Bang! Bang! Bang! The sudden noise startled all of us. Especially since we weren’t due to open for 20 more minutes.
The man peeking through the window was shielding his eyes with cupped hands. Our eyes are an odd thing, they blink automatically and unconsciously when confronted with a threat. Sure, we can make them blink, but it’s as if our eyes don’t trust our minds to do the right thing.
“I need to talk to a manager,” said the man.
“I’m sorry but you have to put a mask on,” replied the manager.
“I must speak to a manager,” he answered, as if “must” justified not wearing a mask, in public, after passing two large signs making that legal requirement clear.
I don’t know if the manager hadn’t opened the door consciously or unconsciously, but it turned out to be the right decision.
The man launched into a minute’s long diatribe about how Covid was a hoax and the vaccine was not good, and how sunshine was the best thing for health, etc. etc. etc.
But when an irresistible force hits an immoveable object, we usually understand which one is actually more powerful. In other words, when he couldn’t get what he wanted, he put a mask on.
“You are perfectly safe,” he said when that door finally swung open. “I should know, I’m a doctor.”
“I beg your pardon sir, but you will have to forgive me for being reluctant to take medical advice from a complete stranger,” replied the manager.
There’s an old saying about vampires, the bloodsuckers can’t enter your house and threaten you unless you invite them in. Funny, how there’s no such contrivance regarding vampires and “bonafide” public eating places. I guess in such instances soul sucking jeopardy is free to just walk right on in. But I digress.
Indoor reopening has been both the best of times, and the worst of times. On one hand there are all the people simply happy to be out, in public, doing something that at least feels familiar and normal. Then there are the people that have been locked up with just themselves for the past year. All alone with nowhere else to point the finger of blame. And for people who blame everything on everyone else, that can be an enormous problem. Self -examination is not for everyone, especially, oddly, not for the people who need it most.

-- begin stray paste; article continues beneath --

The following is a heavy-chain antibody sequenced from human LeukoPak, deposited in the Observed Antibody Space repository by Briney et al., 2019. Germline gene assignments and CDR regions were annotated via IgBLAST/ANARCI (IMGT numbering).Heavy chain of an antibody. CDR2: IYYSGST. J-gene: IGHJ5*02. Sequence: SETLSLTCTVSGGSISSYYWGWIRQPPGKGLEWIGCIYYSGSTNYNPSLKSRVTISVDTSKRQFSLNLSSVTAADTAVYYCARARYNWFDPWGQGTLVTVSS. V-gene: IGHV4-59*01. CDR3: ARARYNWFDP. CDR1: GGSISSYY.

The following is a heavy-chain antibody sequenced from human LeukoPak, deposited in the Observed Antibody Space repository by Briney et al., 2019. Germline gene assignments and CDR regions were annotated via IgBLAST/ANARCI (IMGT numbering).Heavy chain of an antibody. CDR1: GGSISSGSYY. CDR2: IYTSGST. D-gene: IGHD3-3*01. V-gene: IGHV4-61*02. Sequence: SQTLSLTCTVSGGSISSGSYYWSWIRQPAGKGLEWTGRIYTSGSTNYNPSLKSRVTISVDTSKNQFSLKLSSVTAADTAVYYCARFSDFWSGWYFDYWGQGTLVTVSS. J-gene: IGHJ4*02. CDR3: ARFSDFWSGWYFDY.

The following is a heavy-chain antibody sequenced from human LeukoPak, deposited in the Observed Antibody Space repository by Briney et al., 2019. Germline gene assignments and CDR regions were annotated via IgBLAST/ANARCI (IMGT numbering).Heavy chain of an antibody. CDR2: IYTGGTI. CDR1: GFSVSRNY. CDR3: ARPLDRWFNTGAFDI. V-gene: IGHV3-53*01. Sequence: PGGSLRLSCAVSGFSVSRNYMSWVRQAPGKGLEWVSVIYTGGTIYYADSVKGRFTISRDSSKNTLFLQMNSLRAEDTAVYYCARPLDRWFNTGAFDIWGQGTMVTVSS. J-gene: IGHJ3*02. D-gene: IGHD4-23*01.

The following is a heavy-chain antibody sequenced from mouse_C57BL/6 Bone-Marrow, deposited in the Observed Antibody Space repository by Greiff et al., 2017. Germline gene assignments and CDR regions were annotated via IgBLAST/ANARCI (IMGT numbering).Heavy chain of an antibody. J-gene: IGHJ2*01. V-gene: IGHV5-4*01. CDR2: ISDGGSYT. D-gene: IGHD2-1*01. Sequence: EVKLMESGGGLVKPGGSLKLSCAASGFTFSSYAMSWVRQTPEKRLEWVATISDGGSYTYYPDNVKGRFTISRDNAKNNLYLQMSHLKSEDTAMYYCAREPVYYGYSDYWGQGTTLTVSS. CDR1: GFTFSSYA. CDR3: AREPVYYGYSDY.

“Sir, you have to wear a mask when moving about the building,” I said to the man wandering about, already two steps over the posted rules.
“Don’t worry son,” he said. “I’ve been vaccinated.”
“That’s nice sir,” I replied, “But I haven’t been.”
That part of the equation hadn’t even occurred to him. And it’s a refrain we in the industry are hearing over and over again. Do we really have to explain all over again that masks are for the protection of other people? I will leave the “son” part for another day.
Meanwhile I turned back to the two couples sitting at the bar, both sets of which were regulars before, during, and now in the beginning of the after of Covid. In fact, without people like them it is doubtful whether many restaurants would have survived.
A year ago, many seemed more concerned with whatever the hottest coolest thing was. Media outlets often overlooked longtime established bars and restaurants for that new upstart, the newest kid on the block doing the newest thing. It seemed it was always new, new, new. And the public at large fell in lockstep behind them.
“I am so happy just to be sitting at this bar,” said the man I had known for years. “It’s so nice to be back,” he said polishing the wood with his hands.
“It’s nice to have you back!” I replied genuinely.
Just then the manager passed by following a woman.
“You can’t just go up to other tables, ma’am,” he said.
“Why not?” she asked.
“Six feet distancing, ma’am.”
“But I know them.”
Everyone at that table shook their heads in the negative.
“Who invited that one?” asked the man at the bar gesturing with his thumb.
No one, I suspected. And that just might be the crux of the problem.
Leaving me with these thoughts:
-There’s an old joke: What do you call someone who graduated last in medical school? “Doctor” is the answer.
-Vampires cannot see their own reflections. Ironic huh?
-Some people aren’t really doctors, they just play one out in public.
– Strange how it sometimes takes times of stress to really teach us the value of the tried and true.
-“Hey Doctor, I need a drink over here!” Man, how I’ve missed hearing that!